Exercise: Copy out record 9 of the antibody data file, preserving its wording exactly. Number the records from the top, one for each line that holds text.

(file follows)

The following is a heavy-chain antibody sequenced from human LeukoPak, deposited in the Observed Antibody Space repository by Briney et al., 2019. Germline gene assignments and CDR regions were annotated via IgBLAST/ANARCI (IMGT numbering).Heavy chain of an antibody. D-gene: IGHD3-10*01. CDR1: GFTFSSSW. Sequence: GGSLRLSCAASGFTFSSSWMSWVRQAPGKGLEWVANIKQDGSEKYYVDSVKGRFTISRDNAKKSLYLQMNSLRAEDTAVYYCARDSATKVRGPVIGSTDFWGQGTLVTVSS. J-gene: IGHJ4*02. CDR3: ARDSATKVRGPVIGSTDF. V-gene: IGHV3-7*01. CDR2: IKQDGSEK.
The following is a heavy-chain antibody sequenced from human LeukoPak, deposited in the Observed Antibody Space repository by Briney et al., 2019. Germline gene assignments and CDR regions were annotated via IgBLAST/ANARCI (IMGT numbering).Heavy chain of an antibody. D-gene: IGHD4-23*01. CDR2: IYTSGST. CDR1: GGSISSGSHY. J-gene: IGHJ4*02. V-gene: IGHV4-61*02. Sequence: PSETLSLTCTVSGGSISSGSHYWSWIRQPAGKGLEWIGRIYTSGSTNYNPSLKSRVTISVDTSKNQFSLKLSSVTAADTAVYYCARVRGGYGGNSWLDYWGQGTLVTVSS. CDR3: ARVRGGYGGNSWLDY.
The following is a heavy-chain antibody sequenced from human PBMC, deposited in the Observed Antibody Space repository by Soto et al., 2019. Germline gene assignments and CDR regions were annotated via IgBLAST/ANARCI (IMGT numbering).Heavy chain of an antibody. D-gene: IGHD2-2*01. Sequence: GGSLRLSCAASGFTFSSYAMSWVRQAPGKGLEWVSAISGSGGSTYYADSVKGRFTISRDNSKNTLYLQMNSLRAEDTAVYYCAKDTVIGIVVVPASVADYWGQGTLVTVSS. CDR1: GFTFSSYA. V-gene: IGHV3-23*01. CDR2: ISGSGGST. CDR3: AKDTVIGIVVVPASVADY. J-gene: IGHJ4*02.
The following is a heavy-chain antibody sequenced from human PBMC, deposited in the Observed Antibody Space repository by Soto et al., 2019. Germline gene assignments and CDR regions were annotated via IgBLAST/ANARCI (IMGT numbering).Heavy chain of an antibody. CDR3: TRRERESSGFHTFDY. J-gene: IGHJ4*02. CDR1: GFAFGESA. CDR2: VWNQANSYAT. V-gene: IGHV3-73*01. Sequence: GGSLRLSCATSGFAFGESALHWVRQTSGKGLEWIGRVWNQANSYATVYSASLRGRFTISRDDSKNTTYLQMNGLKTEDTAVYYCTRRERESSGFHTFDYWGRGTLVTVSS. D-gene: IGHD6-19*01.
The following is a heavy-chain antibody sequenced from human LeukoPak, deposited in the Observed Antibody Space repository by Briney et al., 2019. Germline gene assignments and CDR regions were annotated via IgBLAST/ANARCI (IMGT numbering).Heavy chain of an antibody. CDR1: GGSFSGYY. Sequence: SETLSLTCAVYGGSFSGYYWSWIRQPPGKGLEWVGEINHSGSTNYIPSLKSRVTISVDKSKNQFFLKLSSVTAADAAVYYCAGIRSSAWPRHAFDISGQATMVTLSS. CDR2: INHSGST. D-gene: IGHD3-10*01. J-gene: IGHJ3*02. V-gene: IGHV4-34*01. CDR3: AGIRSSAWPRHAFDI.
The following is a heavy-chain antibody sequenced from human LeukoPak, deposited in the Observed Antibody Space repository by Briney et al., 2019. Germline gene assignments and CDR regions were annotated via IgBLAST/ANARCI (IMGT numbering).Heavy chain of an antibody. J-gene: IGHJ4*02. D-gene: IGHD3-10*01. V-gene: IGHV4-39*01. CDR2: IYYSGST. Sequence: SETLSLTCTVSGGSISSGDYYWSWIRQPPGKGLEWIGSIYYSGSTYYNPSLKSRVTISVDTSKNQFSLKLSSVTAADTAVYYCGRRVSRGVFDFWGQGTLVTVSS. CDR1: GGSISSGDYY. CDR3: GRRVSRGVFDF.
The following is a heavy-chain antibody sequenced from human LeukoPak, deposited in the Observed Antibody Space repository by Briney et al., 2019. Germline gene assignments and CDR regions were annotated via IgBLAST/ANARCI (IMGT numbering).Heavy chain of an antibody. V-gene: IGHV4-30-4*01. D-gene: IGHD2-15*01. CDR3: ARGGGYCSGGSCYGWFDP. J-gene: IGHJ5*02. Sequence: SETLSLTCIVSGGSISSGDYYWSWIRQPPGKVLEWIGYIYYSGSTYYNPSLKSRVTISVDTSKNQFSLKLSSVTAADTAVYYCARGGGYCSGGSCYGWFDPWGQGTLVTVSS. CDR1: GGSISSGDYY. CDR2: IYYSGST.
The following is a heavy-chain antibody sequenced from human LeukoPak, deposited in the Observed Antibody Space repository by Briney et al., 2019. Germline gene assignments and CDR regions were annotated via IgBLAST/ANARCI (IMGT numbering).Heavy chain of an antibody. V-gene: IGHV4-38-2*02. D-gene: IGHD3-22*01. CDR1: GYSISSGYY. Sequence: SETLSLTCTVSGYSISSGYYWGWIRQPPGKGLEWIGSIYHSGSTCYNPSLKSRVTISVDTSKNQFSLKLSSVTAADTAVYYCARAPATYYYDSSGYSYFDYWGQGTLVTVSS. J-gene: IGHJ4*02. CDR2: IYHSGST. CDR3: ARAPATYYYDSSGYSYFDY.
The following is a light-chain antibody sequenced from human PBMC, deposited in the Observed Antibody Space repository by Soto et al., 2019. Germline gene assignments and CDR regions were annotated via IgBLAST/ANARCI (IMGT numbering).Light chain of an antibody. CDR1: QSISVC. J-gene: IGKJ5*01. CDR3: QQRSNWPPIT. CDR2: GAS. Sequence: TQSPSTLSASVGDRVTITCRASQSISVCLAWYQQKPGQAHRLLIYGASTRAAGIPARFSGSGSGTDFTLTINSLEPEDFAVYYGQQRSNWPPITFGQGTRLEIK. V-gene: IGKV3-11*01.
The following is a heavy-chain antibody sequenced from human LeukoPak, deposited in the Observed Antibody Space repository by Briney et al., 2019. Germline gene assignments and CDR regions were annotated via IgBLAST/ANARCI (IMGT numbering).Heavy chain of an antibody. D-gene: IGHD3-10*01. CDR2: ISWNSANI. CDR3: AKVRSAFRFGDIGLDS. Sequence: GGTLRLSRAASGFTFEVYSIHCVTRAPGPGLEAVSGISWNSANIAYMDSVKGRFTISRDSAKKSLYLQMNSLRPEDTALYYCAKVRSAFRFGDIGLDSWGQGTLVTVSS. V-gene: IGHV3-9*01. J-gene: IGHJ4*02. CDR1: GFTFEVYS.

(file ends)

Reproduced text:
The following is a light-chain antibody sequenced from human PBMC, deposited in the Observed Antibody Space repository by Soto et al., 2019. Germline gene assignments and CDR regions were annotated via IgBLAST/ANARCI (IMGT numbering).Light chain of an antibody. CDR1: QSISVC. J-gene: IGKJ5*01. CDR3: QQRSNWPPIT. CDR2: GAS. Sequence: TQSPSTLSASVGDRVTITCRASQSISVCLAWYQQKPGQAHRLLIYGASTRAAGIPARFSGSGSGTDFTLTINSLEPEDFAVYYGQQRSNWPPITFGQGTRLEIK. V-gene: IGKV3-11*01.